They're not your grandpa's hearing aids.
Today's newest models range from the completely invisible — it sits deep in the ear canal for months at a time — to Bluetooth-enabled gadgets that open cell phones and iPods for hearing-aid users.
Now the maker of that invisible hearing aid is going a step further — attempting a swim-proof version. About 60 swimmers begin testing a next-generation Lyric next month, to see if stronger coatings can withstand at least three swims a week, allowing the device to repel the water that short-circuits regular hearing aids.
If so, expect to see it marketed to active seniors who increasingly find the pool a gentler form of exercise than pounding the pavement.
"It's my preferred exercise," says Kathy Burkhard, 62, of San Jose, Calif., who is anxiously awaiting the results. She already swims with her Lyrics, her ears bundled against the water with special earplugs, a water-resistant headband and a racer's cap. "I do it well and I enjoy it and I wasn't ready to give it up."
It's part of a quiet revolution in hearing technology, to increase the usefulness and comfort of devices that too many people still shun.
"Stigma is one of the biggest obstacles we face," says Dr. John P. Weigand, audiology director at the State University of New York's Downstate Medical Center.
More than 30 million adults in the U.S. have some degree of hearing loss. The National Institutes of Health says most could be treated with hearing aids yet only about one in five people who could benefit uses them.
Why? Many people simply don't know, or accept, that they need one. Hearing loss can come at any age, from disease or genetics or not protecting your ears from loud noise. But it becomes more common with aging; federal statistics show one in three people older than 60 have hearing loss. And it can creep up, as often people first lose the ability to hear higher pitch before they notice wider problems.
Then there's reluctance to try hearing aids because of the appearance — or because of longtime problems with sound quality, particularly the ability to hear well in noisy environments. And there's the cost, which varies around the country but can range from $1,500 per ear for more basic designs, up to $3,300 per ear for premium brands. Only some insurance pays; Medicare doesn't.
Enter the newer technology, which hasn't eliminated the sound problems but, specialists say, does improve them for people who pick the right option for their lifestyle and hearing needs:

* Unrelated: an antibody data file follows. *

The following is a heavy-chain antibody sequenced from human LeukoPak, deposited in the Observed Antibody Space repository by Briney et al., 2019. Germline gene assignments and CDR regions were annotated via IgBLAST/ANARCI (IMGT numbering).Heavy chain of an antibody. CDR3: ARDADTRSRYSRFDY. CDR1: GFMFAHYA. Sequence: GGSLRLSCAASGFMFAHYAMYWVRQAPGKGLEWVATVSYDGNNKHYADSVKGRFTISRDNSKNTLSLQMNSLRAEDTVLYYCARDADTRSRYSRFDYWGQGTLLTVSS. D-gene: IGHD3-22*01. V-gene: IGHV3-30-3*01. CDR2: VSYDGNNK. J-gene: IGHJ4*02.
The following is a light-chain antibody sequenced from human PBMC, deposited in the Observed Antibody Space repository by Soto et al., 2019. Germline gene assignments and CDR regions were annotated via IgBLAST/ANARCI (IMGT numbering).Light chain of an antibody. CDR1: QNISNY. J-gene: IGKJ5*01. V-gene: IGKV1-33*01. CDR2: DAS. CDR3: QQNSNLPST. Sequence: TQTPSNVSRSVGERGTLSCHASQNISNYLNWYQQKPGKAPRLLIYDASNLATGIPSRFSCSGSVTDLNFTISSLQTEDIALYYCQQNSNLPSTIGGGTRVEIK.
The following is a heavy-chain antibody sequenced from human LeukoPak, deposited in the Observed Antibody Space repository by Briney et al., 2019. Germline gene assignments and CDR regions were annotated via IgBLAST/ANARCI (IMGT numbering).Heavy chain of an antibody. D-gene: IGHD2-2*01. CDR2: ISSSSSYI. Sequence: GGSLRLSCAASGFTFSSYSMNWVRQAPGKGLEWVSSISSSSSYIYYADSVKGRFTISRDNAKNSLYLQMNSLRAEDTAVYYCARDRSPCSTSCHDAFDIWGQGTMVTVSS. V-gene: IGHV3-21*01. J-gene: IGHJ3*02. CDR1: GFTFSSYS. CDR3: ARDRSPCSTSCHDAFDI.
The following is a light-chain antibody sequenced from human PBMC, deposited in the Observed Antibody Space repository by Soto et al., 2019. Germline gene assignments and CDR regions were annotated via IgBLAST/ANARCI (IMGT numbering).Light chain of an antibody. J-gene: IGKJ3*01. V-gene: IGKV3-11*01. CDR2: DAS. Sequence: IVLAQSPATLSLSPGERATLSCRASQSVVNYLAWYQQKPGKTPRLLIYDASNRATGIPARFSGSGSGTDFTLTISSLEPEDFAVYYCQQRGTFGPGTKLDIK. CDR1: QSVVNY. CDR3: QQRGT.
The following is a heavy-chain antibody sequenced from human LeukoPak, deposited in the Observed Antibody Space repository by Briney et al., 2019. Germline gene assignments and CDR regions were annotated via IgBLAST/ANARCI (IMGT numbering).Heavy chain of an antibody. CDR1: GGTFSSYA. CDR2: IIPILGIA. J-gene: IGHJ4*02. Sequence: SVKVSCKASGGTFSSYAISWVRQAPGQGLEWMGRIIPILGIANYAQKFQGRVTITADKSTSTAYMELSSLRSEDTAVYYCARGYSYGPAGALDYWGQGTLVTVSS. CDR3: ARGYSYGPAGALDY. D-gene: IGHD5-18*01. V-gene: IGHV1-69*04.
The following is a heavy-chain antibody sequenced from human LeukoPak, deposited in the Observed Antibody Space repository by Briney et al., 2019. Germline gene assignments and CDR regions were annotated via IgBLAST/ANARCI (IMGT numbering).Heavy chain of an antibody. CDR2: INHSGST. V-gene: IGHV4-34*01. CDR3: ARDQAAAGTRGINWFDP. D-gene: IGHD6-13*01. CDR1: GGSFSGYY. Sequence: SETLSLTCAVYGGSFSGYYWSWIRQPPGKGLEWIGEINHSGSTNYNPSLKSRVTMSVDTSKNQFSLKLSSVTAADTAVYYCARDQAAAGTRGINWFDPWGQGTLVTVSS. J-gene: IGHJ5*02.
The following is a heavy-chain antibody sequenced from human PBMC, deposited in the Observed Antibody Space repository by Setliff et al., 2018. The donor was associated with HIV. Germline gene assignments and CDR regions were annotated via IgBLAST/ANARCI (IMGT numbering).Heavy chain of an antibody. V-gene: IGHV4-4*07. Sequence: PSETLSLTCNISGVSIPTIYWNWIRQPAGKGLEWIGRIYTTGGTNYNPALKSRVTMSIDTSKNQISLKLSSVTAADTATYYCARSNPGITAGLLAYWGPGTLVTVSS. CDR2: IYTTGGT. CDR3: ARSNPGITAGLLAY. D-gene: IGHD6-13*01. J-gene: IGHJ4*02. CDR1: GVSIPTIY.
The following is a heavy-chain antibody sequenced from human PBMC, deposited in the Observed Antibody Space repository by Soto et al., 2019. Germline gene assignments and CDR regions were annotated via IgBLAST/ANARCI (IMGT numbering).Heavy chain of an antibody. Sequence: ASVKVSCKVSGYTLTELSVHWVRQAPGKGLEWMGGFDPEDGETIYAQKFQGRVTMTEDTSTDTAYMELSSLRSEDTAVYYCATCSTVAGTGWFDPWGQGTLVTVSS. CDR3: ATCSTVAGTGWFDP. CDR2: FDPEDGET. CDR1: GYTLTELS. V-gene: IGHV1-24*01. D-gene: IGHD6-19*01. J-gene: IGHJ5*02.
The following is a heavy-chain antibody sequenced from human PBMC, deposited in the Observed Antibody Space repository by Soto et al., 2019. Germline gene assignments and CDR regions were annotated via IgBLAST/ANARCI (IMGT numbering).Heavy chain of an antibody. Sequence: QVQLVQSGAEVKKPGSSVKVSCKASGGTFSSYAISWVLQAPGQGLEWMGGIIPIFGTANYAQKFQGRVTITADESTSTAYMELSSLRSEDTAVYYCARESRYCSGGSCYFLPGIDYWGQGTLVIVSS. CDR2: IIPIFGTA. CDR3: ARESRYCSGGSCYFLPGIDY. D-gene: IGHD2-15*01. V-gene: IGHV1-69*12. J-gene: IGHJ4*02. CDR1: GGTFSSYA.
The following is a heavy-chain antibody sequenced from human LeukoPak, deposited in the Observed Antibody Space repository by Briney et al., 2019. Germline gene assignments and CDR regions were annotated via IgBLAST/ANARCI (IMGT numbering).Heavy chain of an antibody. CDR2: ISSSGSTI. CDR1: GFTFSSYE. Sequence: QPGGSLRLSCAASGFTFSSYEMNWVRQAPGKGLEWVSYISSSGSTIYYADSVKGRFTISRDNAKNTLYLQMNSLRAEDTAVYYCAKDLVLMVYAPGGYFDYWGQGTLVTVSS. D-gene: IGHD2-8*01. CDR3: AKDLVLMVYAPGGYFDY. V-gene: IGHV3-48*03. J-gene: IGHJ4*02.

—The Lyric is inserted 4 millimeters from the eardrum, aiming to funnel sound more naturally. It's not the first deep-in-the-canal hearing aid — others have left the market — but is the only extended-wear version. It stays in the ear for up to 120 days, until the battery wears out. A yearly subscription of $1,650 for each ear covers the fitting and replacements.
Seals protect the Lyric from the moisture of showers and earwax, while maintaining the right pressure to avoid pain in this very delicate ear region, explains Dr. Robert Schindler, professor emeritus at the University of California, San Francisco, and a board member with manufacturer InSound Medical Inc.
Schindler, a pioneer of cochlear implants for the deaf, helped develop the Lyric when his mother asked why he didn't improve her hated hearing aids. But it only works for a fraction of people, those with mild to moderate hearing loss whose ear canals aren't too small.
—A simpler approach hides the hearing aid behind the top of the ear and just a thin wire, the receiver, snakes into the canal, says SUNY's Weigand. About two-thirds of his patients opt for those.
—Directional microphones are cutting background noise even in some less expensive hearing aids, going into a zoom mode to emphasize voices straight ahead of the wearer.
"I hear that complaint much less than I heard it five years ago," Weigand says of background noise. "The ambient sounds are never going to go away, and you need to hear them to be aware of your environment, but typically people will look at what they want to hear."
—And more and more hearing aids are compatible with Bluetooth wireless technology, hugely appealing for tech-savvy baby boomers who've run into problems in the past with hearing aids that didn't work with their cell phones, Weigand says. A streamer, made by companies including Siemens and Phonak, is worn around the neck or in a pocket where it wirelessly funnels sound from Bluetooth devices — cell phones, iPods, a car's GPS navigator — straight into the hearing aid.
Choosing a version "is a balancing act between the person's dexterity, their lifestyle, the cosmetic concerns they have," says Weigand. "We have to give them options."